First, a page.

Death Sentence: Appeal

Conviction of a death penalty offense triggers the appeals process. Understanding the appeals process is essential to knowing what to expect in the years ahead.

  • If convicted of murder with special circumstances, a defendant may directly appeal to the California Supreme Court. Usually represented by two attorneys at the appeals level, a defendant — now referred to as respondent — files a brief before the high court in California.
  • If the conviction is affirmed, the respondent — now referred to as a petitioner — files a petition for writ of certiorari to the Supreme Court of the United States. If the writ for review is denied, attention turns to a second avenue of appeal, called a State habeas corpus review by the California Supreme court.
  • A State habeas corpus review looks at facts presented outside the trial record. If the California Supreme Court again affirms the conviction, an appeal on the habeas corpus review can be made to the United States Supreme Court.
  • When state avenues are exhausted, an appeal to question federal constitutional issues is made in U.S. District Court.
  • From federal court, the matter might be referred back to the California Supreme Court or on to the Ninth District Court of Appeals for oral argument.
  • This appeal may then move forward with a federal writ of certiorari to the United States Supreme Court.
  • Failing here, circumstance may dictate a second habeas corpus review in either federal or state court. If no relief is obtained, the case will go to the governor for consideration of clemency.
  • Barring clemency, execution is scheduled. The last execution in California was in 2006 with delays since that time due to challenges to the legality and process of lethal injection.

At present, 736 prisoners are living in wait of their death in California prisons. If you are facing capital punishment, conviction ends one process and begins what could be a decades-long process to save your life.

- See more at: http://www.justiceisdunn.com/blog/death-sentence-appeal/#sthash.vinTLB79.dpuf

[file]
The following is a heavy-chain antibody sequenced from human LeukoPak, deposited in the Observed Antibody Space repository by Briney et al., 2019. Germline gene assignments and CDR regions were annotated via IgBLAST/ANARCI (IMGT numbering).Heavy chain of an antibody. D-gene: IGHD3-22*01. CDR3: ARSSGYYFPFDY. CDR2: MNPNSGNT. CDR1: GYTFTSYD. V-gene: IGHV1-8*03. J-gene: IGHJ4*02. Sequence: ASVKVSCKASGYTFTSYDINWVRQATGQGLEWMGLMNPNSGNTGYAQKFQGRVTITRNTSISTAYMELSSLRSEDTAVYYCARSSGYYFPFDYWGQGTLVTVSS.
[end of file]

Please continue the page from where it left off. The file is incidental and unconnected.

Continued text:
Conviction of a death penalty offense triggers the appeals process. Understanding the appeals process is essential to knowing what to expect in the years ahead.

  • If convicted of murder with special circumstances, a defendant may directly appeal to the California Supreme Court. Usually represented by two attorneys at the appeals level, a defendant — now referred to as respondent — files a brief before the high court in California.
  • If the conviction is affirmed, the respondent — now referred to as a petitioner — files a petition for writ of certiorari to the Supreme Court of the United States. If the writ for review is denied, attention turns to a second avenue of appeal, called a State habeas corpus review by the California Supreme court.
  • A State habeas corpus review looks at facts presented outside the trial record. If the California Supreme Court again affirms the conviction, an appeal on the habeas corpus review can be made to the United States Supreme Court.
  • When state avenues are exhausted, an appeal to question federal constitutional issues is made in U.S. District Court.
  • From federal court, the matter might be referred back to the California Supreme Court or on to the Ninth District Court of Appeals for oral argument.
  • This appeal may then move forward with a federal writ of certiorari to the United States Supreme Court.
  • Failing here, circumstance may dictate a second habeas corpus review in either federal or state court. If no relief is obtained, the case will go to the governor for consideration of clemency.
  • Barring clemency, execution is scheduled. The last execution in California was in 2006 with delays since that time due to challenges to the legality and process of lethal injection.

At present, 736 prisoners are living in wait of their death in California prisons. If you are facing capital punishment, conviction ends one process and begins what could be a decades-long process to save your life.

Posted in Appeals | Tagged appeals, conviction, death penalty, habeas corpus